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Atlanta to allocate $4.5 million to improve Proctor Creek, build trails

By Maria Saporta

The City of Atlanta will allocate $3 million of a $4.5 million Proctor Creek  to build a seven-mile bicycle and pedestrian and bicycle trail, according to an announcement by Atlanta Mayor Kasim Reed.

Stephanie Stuckey, the city’s chief resilience officer at a Climate & Health meeting being held at the Carter Center Thursday, said the additional $1.5 million will be invested in a study to improve water quality in the Proctor Creek Corridor.

The trail  funding will come out of the City of Atlanta’s TSPLOST revenue, and it will build the first segment of the Proctor Creek Greenway, spanning from Maddox Park to the Chattahoochee River.

“Today’s financial commitment is yet another example of our dedication to revitalize the communities close to Proctor Creek and the future greenway,” Reed said in the announcement. “My Administration is committed to enhancing quality of life by creating and expanding greenspace which will allow all City of Atlanta residents to be in walking distance of a park. The mobilization of this natural asset will get us closer to this goal and serve as a catalyst for growth and economic opportunity for years to come.”

Proctor Creek

This beaver dam across Proctor Creek, at a site downstream of the bridge at James Jackson Parkway, exemplifies the type of habitat to be restored File/Credit: Alan Cressler via Flickr

The Proctor Creek Greenway will result in 50 acres of linear park and 400 acres of greenspace to Atlanta’s Westside.

In addition, the greenway will offer connectivity to the Bankhead MARTA Station and the BeltLine Westside Trail. The PATH Foundation is scheduled to complete the Master Plan for the trail in April 2017.

The first segment of the trail, running from Bankhead MARTA Station to the existing West Highlands Trail, is scheduled to be completed in the next year.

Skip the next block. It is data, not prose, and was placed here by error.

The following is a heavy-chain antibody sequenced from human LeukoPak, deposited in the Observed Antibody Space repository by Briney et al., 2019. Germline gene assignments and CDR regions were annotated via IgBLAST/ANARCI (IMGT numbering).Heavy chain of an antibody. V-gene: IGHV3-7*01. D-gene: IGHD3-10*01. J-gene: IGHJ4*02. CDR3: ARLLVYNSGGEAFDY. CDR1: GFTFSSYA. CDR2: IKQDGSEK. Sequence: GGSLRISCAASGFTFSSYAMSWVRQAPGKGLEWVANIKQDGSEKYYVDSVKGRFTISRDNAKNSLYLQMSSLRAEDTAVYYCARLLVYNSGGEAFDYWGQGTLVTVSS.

In addition, Mayor Reed committed to fast tracking the City’s $300,000 annual funding pledge to the U.S. Army Corps of Engineers environmental feasibility study of the Proctor Creek Watershed to ensure the study will be completed in a timely matter.

“I’m proud to renew our commitment to Brigadier General Turner and the U.S. Army Corps of Engineers to restore the ecological habitat and water quality of Proctor Creek. Today marks a critical milestone for the City to move forward with our Proctor Creek initiatives,” Reed added.

Proctor Creek watershed

Proctor Creek watershed (Special)

In November of 2015, Mayor Kasim Reed signed an agreement with the U.S. Army Corps of Engineers authorizing a three-year environmental feasibility study to address the water quality, flood risks, ecological habitat restoration and stream bank remediation of the Proctor Creek Watershed.

Other federal partners who have agreed to share resources to restore the environmental and economic quality of the creek include the U.S. Department of Housing and Urban Development, the U.S. Environmental Protection Agency, the Federal Highway Administration, the Federal Emergency Management Agency and the U.S. Department of Commerce.

The Proctor Creek Greenway is a partnership with the Mayor’s Office of Resilience, Mayor’s Office of Sustainability, Department of Watershed Management, Department of Parks and Recreation, PATH Foundation, Atlanta BeltLine, Inc. and the Emerald Corridor Foundation.

Maria Saporta

Maria Saporta, Editor, is a longtime Atlanta business, civic and urban affairs journalist with a deep knowledge of our city, our region and state.  Since 2008, she has written a weekly column and news stories for the Atlanta Business Chronicle. Prior to that, she spent 27 years with The Atlanta Journal-Constitution, becoming its business columnist in 1991. Maria received her Master’s degree in urban studies from Georgia State and her Bachelor’s degree in journalism from Boston University. Maria was born in Atlanta to European parents and has two young adult children.



  1. Tom February 16, 2017 9:58 am

    Congratulations on a partnership that will benefit generations to come.Report

  2. Walter Murray February 25, 2017 10:49 am

    Very informative article, thank you.
    Please proofread articles before publishing.Report

    1. Burroughston Broch February 26, 2017 9:38 am

      Today’s journalists don’t concern themselves with trivia like proofreading because they are focused on advocating a cause. Accurate reporting has become a lost art.Report

      1. Wormser Hats February 27, 2017 1:59 pm

        errare humanum est. Respectfully, when fanatics and fascists (and members of the peanut gallery) are out for their heads, journalists have much more to be concerned about than precisely-proofread copy.Report


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